In the end keeping an eye out for these reptiles and avoiding or dispatching quickly can circumvent a potential snakebite. Children should be educated on how to identify a poisonous snake and also how to scout or avoid areas that just have a snakey look to them.
Preparing Your Catch
I know, I know, humans eat raw fish all the time. In fact, it’s a billion dollar food industry and available in just about every town in the U.S. The fish you are going to be pulling out of the lakes, ponds, or rivers are not sushi. Raw fish consumed at a restaurant is prepared to be eaten raw.
The bottom line is that consuming raw or undercooked fish can lead to bacterial infections or parasitic infections. It might be a short-lived or persistent disease, and it might be nothing serious or life threatening.
Children’s immune systems, especially below the age of ten are not as robust as adults, and they are even more susceptible to these potential agents. Because of this, it is important to clean fish properly as well as cook them to proper temperatures to kill potential pathogens. The proper internal temperature for cooked fish should be right around 145°F.
If you are not eating the fish on the spot, they should still be cleaned and stored properly and as quickly as possible. Freezing is obviously the best method, but salting, drying, or smoking are also reasonable methods to prevent bacteria from growing on and spoiling your catch or eventually causing sickness if consumed.
We just don’t have room to cover these techniques of cleaning and preserving your catch in this article, but it should give you a good jumping off point to learn these valuable techniques and then be able to pass on these skills to your children.
Sickness in survival situations can turn a daunting situation into a deadly one. While fish can provide a near limitless resource of fresh food, you must take steps to protect yourself and your children from catastrophe.
Winter Fishing and Hypothermia
When outdoors, one of the most dangerous situations is not animals or humans, but hypothermia where it kills hundreds each year. In survival situations, you might not have the luxury of being able to stay indoors with stores of food and will have to face the elements.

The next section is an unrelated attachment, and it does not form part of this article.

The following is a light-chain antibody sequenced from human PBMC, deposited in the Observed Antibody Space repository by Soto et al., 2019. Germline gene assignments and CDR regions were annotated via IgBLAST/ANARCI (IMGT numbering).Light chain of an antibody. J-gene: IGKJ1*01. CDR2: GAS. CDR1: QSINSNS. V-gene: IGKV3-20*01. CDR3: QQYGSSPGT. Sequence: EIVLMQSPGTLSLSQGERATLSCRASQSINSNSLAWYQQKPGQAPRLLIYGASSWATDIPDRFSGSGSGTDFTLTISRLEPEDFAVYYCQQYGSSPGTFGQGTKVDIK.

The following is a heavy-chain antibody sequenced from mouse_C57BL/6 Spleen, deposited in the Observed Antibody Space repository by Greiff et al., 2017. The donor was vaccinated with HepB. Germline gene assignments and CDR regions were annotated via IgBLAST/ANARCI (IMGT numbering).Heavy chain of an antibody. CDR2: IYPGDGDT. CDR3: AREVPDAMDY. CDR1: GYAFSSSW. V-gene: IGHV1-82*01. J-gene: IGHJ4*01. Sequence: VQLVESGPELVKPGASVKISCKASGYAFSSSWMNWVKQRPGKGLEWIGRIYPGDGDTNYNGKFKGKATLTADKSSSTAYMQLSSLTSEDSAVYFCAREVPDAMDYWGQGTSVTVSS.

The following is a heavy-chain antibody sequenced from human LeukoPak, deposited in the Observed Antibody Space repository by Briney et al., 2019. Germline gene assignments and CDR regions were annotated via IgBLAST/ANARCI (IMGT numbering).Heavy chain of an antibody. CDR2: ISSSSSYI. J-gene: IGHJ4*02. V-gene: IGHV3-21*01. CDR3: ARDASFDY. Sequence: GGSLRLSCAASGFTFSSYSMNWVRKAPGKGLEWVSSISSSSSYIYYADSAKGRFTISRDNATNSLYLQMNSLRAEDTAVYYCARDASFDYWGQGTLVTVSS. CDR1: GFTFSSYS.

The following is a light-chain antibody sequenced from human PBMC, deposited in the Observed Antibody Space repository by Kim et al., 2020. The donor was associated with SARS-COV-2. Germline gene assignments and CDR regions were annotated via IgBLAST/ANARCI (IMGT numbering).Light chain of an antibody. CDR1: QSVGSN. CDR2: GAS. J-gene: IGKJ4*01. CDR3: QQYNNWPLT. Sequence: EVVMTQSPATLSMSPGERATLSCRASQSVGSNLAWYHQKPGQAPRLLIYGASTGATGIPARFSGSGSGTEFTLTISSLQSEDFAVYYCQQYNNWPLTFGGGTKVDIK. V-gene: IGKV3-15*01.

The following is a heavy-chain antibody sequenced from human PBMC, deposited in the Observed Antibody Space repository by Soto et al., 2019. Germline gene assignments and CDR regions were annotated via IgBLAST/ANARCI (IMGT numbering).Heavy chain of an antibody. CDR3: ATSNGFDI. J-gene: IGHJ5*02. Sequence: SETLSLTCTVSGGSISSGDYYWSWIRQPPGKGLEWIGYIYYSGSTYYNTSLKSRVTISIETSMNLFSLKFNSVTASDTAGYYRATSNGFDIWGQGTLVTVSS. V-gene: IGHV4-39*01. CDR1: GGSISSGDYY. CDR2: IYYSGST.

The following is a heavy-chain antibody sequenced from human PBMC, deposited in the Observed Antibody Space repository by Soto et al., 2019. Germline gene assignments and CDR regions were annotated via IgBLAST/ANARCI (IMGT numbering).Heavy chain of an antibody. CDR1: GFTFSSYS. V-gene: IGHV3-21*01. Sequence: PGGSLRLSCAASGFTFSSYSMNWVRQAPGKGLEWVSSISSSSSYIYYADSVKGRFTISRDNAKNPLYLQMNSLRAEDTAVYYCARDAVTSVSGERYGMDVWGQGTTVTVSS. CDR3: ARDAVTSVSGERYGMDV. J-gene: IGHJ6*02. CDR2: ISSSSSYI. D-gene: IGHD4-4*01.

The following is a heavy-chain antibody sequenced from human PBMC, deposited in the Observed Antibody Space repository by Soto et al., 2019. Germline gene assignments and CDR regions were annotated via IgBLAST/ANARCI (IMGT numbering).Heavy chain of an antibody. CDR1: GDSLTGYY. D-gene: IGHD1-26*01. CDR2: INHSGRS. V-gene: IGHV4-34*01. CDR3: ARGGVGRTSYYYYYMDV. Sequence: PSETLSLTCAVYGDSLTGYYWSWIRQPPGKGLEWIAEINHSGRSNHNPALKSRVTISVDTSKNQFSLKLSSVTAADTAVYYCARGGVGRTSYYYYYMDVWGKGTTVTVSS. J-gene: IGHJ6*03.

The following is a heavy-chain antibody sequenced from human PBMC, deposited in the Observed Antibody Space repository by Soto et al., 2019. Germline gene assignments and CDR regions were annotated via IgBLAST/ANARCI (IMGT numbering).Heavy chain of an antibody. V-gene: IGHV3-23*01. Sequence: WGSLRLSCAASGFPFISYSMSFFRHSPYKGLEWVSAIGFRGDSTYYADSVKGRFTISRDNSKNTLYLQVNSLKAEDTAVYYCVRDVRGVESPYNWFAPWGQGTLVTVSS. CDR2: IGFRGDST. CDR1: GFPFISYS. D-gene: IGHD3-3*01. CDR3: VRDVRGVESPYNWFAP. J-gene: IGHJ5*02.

You and your children should be well versed in the signs of hypothermia as well as the treatment for it. In fact, if you do fall in water during winter months, it’s better to act immediately whether than wait around to see if symptoms do occur.
During hypothermia, your core body temperature drops below 95°F. At this temperature, your bodily functions cannot perform correctly and will lead to extreme physical and mental impairment and potentially death.
Without proper medical services, it is critical that you address the issue as quickly as possible. The fish will still be there later.
If you or your child is submerged, do not attempt to address the issue at that moment, if you can be to your camp or shelter out of the elements quickly. Once in a warm environment that is blocked from the wind, remove all wet clothing, dry off, and layer with dry clothing and blankets. Towels or other material soaked in hot water can be applied, but it is critical to remove shortly and re-dry the body if this is used. It's also a good idea to consume warmed water or other broth in small increments to help raise the internal body temperature.
If done quickly, the body can passively heat back up again. If there is no way you are going to be able to get back to your camp or you are talking about extreme temperatures, you need to build a shelter and wind block, build a fire and use your body heat to warm as soon as possible.
In survival situations, fishing offers tremendous opportunities for fresh and consistent food that doesn't require much energy.
Of course, there are dangers, especially when you have your children with you. Regardless of the dangers, fishing for food is a skill they need to learn and need to learn it quickly. They also need to learn about the potential dangers that can be encountered when fishing and how to deal with them.
We hope this article has provided a brief outline of these hazards and will serve as a jumping off point for more research and preparation. In survival situations, our children are a valuable resource and prepared to have them in these situations and teach them how to survive is paramount.